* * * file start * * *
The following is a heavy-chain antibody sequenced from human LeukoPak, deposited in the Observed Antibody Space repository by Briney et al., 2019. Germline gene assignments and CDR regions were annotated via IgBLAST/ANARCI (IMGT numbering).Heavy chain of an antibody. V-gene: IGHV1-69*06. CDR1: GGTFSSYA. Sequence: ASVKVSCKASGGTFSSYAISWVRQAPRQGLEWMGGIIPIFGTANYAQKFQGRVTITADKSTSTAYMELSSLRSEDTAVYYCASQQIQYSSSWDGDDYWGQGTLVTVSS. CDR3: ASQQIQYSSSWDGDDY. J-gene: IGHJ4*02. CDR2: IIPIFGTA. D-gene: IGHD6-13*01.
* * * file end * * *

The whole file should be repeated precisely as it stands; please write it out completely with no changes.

The following is a heavy-chain antibody sequenced from human LeukoPak, deposited in the Observed Antibody Space repository by Briney et al., 2019. Germline gene assignments and CDR regions were annotated via IgBLAST/ANARCI (IMGT numbering).Heavy chain of an antibody. V-gene: IGHV1-69*06. CDR1: GGTFSSYA. Sequence: ASVKVSCKASGGTFSSYAISWVRQAPRQGLEWMGGIIPIFGTANYAQKFQGRVTITADKSTSTAYMELSSLRSEDTAVYYCASQQIQYSSSWDGDDYWGQGTLVTVSS. CDR3: ASQQIQYSSSWDGDDY. J-gene: IGHJ4*02. CDR2: IIPIFGTA. D-gene: IGHD6-13*01.